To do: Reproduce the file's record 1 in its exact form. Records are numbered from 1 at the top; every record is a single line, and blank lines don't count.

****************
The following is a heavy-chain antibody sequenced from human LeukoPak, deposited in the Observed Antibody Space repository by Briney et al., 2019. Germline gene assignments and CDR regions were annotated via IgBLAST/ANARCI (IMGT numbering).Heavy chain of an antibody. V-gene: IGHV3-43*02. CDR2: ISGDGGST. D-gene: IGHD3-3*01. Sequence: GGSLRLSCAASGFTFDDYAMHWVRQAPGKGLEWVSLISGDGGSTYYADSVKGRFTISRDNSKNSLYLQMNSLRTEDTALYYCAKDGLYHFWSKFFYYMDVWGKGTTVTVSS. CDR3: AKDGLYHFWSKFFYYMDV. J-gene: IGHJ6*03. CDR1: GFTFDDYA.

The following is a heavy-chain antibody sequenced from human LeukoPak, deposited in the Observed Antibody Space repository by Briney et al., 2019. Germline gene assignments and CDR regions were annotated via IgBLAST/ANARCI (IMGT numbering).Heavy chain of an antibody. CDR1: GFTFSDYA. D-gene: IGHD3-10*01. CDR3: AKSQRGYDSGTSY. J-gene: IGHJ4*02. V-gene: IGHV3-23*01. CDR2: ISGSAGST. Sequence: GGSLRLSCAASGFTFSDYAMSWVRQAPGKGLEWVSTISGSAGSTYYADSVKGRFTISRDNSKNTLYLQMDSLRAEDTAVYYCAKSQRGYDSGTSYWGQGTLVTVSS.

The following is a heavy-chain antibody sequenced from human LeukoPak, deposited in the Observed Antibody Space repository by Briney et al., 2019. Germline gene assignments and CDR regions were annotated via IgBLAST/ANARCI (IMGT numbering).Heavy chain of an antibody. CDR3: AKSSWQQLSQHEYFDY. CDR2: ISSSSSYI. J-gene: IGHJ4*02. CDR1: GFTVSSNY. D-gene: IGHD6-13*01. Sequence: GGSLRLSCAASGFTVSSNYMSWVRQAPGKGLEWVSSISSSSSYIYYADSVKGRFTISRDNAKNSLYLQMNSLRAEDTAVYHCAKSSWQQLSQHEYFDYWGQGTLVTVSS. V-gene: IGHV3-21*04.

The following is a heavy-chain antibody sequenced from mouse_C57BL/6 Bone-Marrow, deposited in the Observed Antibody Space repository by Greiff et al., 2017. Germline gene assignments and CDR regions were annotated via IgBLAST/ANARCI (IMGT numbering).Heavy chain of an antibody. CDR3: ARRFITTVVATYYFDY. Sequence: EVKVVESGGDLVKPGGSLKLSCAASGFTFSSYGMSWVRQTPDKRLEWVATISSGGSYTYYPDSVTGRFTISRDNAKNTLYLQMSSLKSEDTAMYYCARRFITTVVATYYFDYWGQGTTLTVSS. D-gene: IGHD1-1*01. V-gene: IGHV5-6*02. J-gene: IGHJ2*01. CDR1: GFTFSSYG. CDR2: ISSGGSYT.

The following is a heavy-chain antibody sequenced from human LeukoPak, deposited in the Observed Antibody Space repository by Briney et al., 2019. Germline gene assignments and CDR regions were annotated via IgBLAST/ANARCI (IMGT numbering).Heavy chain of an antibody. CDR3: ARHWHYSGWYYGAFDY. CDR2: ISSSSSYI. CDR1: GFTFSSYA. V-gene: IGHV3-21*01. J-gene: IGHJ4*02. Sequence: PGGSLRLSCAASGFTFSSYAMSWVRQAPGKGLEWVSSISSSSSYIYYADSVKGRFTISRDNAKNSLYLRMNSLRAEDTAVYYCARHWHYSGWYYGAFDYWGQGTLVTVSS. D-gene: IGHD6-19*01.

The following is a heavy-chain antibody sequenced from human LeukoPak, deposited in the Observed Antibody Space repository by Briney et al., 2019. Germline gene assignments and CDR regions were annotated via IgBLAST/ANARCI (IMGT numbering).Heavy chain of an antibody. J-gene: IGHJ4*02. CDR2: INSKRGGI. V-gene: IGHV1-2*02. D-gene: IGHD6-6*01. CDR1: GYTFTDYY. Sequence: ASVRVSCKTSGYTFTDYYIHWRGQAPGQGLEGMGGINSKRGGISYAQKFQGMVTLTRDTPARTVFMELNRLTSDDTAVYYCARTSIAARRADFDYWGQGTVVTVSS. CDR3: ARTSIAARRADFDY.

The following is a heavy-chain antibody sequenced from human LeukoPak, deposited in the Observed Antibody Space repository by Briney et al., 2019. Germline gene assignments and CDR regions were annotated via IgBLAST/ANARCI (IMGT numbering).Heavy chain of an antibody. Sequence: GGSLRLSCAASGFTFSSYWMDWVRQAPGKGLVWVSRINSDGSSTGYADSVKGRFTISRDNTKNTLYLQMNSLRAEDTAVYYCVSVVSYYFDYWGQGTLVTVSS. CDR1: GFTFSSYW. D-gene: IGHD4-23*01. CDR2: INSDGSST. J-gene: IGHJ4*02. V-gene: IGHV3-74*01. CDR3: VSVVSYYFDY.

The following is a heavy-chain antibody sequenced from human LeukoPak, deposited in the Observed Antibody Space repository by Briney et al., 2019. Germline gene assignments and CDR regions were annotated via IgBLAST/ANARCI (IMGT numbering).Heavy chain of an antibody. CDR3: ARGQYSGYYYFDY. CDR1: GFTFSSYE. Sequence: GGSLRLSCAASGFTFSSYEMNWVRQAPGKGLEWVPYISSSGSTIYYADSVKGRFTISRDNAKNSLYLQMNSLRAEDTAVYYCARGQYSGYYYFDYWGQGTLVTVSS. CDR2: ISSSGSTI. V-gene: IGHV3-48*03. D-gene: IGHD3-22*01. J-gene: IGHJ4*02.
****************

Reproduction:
The following is a heavy-chain antibody sequenced from human LeukoPak, deposited in the Observed Antibody Space repository by Briney et al., 2019. Germline gene assignments and CDR regions were annotated via IgBLAST/ANARCI (IMGT numbering).Heavy chain of an antibody. V-gene: IGHV3-43*02. CDR2: ISGDGGST. D-gene: IGHD3-3*01. Sequence: GGSLRLSCAASGFTFDDYAMHWVRQAPGKGLEWVSLISGDGGSTYYADSVKGRFTISRDNSKNSLYLQMNSLRTEDTALYYCAKDGLYHFWSKFFYYMDVWGKGTTVTVSS. CDR3: AKDGLYHFWSKFFYYMDV. J-gene: IGHJ6*03. CDR1: GFTFDDYA.